I’ve loved grocery shopping since I was a kid, when I would get my calculator and play supermarket cashier in my kitchen. Apparently when I was a toddler, I would tell people I wanted to be a mommy when I grew up, because mommies got to do the grocery shopping (in my family, at least).
I still get a kick out of grocery shopping, because it involves all sorts of fun things: I get to plan what I’m going to be eating, check out new products, try new things, flip through tabloids in the checkout line. I recently got a flyer in the mail about a new grocery store opening nearby, and it was literally the most exciting thing I got in the mail all week.
The store is called Grocery Outlet Bargain Market, and it’s a chain based near Oakland with over 200 stores, most of which are along the west coast. They recently started an expansion in the Los Angeles area. (I’m not in cahoots with them on this post, by the way.)
I figured out right away that Grocery Outlet can offer low low prices because it’s one of those close-out stores, kinda like Big Lots, that’s filled with discontinued items or surplus merchandise that’s discounted because it’s not selling elsewhere. I could tell because there were seasonal items that weren’t in season (like Christmas-themed Pop Tarts), and these capers I bought, which are the store brand from another grocery chain that recently went bankrupt.
RIP, Fresh & Easy!
I’m not complaining. I like a good deal just as much as the next guy, and as long as the food isn’t expired or something, I’m fine with buying it.
I found plenty of stuff to buy. I stocked up on frozen veggies, canned beans, and they had great prices on eggs. This Swanson’s bottle of reduced sodium chicken broth had a graphic on the side, to let you know how much was left in the bottle, and that’s a great idea that solves a problem I have every time I buy a big container of broth, so I bought it.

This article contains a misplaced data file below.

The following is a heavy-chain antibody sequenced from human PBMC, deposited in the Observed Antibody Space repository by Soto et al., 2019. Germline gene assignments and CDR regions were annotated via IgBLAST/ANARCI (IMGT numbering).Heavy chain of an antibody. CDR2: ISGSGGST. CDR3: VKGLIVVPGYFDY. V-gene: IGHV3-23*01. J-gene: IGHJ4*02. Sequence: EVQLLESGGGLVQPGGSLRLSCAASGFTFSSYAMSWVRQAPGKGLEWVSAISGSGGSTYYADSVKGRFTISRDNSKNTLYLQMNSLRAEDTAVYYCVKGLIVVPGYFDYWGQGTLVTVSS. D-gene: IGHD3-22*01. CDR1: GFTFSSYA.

And I’ve never seen Horizon Organic milk for so cheap – roughly $3 less than I normally see it. I’ve never had lactose-free milk before, but now seems like a perfect time to try it!
They had lots of stuff I probably wouldn’t buy if it was full price, but I would gladly try because it’s deeply reduced, like these chia pouches, which are high in omega-3s and combine chia seeds, fruit, and vegetables.
The problem with close-out stores is that there’s no guarantee that they’ll have what you’re looking for. Inventory changes depending on what items are available that they can purchase, so if you like an item and go back for it one week later, it may not be on the shelf. I might swing by Grocery Outlet again if I’m flexible in what I’d like to purchase, but if I have a specific list of stuff that I need for a recipe, for example, I’m definitely heading someplace else.
The nice thing about Grocery Outlet is that they have a nice produce section, which many close-out stores don’t have. I was able to load up on fruits and veggies.
My receipt told me that I saved 50% by shopping at Grocery Outlet, although I question the accuracy. It wasn’t that items were on sale from what Grocery Outlet normally charges, it was that I saved 50% compared to what other stores would charge, or maybe 50% compared to the manufacturer’s MSRP. It’s not clear, and I don’t assume that Grocery Outlet is an authority on what I would spend elsewhere.
The produce was delicious, though – the first thing I made with it was this veggie and egg scramble: sauteed broccoli slaw, tomatoes, red pepper and zucchini, with 2 whole eggs and 2 egg whites, topped with avocado.
Keep it up, David!
I’m curious about other opinions about Grocery Outlet. Share your thoughts in the comments section, as well as any tips or tricks for shopping at a close-out store!